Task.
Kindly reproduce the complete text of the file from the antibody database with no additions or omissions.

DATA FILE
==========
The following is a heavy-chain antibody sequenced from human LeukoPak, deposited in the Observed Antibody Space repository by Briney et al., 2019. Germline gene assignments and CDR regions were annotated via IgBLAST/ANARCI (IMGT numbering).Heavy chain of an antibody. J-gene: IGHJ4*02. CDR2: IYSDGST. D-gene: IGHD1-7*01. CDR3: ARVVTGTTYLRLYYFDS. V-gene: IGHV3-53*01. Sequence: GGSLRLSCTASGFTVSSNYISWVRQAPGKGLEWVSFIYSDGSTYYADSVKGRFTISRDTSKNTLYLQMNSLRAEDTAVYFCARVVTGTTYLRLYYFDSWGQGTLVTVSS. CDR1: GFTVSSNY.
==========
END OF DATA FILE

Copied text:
The following is a heavy-chain antibody sequenced from human LeukoPak, deposited in the Observed Antibody Space repository by Briney et al., 2019. Germline gene assignments and CDR regions were annotated via IgBLAST/ANARCI (IMGT numbering).Heavy chain of an antibody. J-gene: IGHJ4*02. CDR2: IYSDGST. D-gene: IGHD1-7*01. CDR3: ARVVTGTTYLRLYYFDS. V-gene: IGHV3-53*01. Sequence: GGSLRLSCTASGFTVSSNYISWVRQAPGKGLEWVSFIYSDGSTYYADSVKGRFTISRDTSKNTLYLQMNSLRAEDTAVYFCARVVTGTTYLRLYYFDSWGQGTLVTVSS. CDR1: GFTVSSNY.